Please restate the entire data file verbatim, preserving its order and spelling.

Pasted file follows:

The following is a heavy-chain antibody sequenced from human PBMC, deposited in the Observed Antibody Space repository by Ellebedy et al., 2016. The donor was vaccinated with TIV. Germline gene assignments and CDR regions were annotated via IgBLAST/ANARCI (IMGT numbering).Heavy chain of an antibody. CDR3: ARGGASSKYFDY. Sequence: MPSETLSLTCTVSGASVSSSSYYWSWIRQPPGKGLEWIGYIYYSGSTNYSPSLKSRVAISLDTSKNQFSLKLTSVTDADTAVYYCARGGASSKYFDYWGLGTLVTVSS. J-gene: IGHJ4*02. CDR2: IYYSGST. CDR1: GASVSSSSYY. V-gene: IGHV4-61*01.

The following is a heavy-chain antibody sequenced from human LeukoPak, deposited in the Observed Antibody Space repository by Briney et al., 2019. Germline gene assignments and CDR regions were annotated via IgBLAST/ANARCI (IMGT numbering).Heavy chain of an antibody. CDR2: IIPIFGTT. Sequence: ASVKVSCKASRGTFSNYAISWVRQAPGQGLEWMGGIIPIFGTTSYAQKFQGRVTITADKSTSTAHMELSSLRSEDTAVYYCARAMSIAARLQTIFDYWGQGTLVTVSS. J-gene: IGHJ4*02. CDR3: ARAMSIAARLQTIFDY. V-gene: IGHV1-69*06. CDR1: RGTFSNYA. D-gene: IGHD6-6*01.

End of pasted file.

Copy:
The following is a heavy-chain antibody sequenced from human PBMC, deposited in the Observed Antibody Space repository by Ellebedy et al., 2016. The donor was vaccinated with TIV. Germline gene assignments and CDR regions were annotated via IgBLAST/ANARCI (IMGT numbering).Heavy chain of an antibody. CDR3: ARGGASSKYFDY. Sequence: MPSETLSLTCTVSGASVSSSSYYWSWIRQPPGKGLEWIGYIYYSGSTNYSPSLKSRVAISLDTSKNQFSLKLTSVTDADTAVYYCARGGASSKYFDYWGLGTLVTVSS. J-gene: IGHJ4*02. CDR2: IYYSGST. CDR1: GASVSSSSYY. V-gene: IGHV4-61*01.

The following is a heavy-chain antibody sequenced from human LeukoPak, deposited in the Observed Antibody Space repository by Briney et al., 2019. Germline gene assignments and CDR regions were annotated via IgBLAST/ANARCI (IMGT numbering).Heavy chain of an antibody. CDR2: IIPIFGTT. Sequence: ASVKVSCKASRGTFSNYAISWVRQAPGQGLEWMGGIIPIFGTTSYAQKFQGRVTITADKSTSTAHMELSSLRSEDTAVYYCARAMSIAARLQTIFDYWGQGTLVTVSS. J-gene: IGHJ4*02. CDR3: ARAMSIAARLQTIFDY. V-gene: IGHV1-69*06. CDR1: RGTFSNYA. D-gene: IGHD6-6*01.